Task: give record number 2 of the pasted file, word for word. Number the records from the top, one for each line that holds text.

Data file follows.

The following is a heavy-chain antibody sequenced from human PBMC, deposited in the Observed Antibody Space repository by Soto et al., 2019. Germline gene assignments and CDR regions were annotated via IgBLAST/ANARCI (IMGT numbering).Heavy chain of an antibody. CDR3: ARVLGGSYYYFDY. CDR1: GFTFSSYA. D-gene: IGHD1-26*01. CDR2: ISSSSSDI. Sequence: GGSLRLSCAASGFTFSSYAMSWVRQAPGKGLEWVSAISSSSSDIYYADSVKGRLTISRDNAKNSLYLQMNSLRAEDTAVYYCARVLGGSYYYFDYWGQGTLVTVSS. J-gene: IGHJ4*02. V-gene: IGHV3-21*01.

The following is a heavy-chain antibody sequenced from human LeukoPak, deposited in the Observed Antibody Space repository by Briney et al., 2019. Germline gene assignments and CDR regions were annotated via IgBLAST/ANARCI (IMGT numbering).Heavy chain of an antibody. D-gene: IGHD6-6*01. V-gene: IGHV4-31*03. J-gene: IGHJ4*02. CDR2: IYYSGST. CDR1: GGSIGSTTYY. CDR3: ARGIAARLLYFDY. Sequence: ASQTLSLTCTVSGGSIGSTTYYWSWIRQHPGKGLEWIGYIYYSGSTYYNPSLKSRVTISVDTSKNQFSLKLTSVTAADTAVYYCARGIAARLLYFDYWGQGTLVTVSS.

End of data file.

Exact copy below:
The following is a heavy-chain antibody sequenced from human LeukoPak, deposited in the Observed Antibody Space repository by Briney et al., 2019. Germline gene assignments and CDR regions were annotated via IgBLAST/ANARCI (IMGT numbering).Heavy chain of an antibody. D-gene: IGHD6-6*01. V-gene: IGHV4-31*03. J-gene: IGHJ4*02. CDR2: IYYSGST. CDR1: GGSIGSTTYY. CDR3: ARGIAARLLYFDY. Sequence: ASQTLSLTCTVSGGSIGSTTYYWSWIRQHPGKGLEWIGYIYYSGSTYYNPSLKSRVTISVDTSKNQFSLKLTSVTAADTAVYYCARGIAARLLYFDYWGQGTLVTVSS.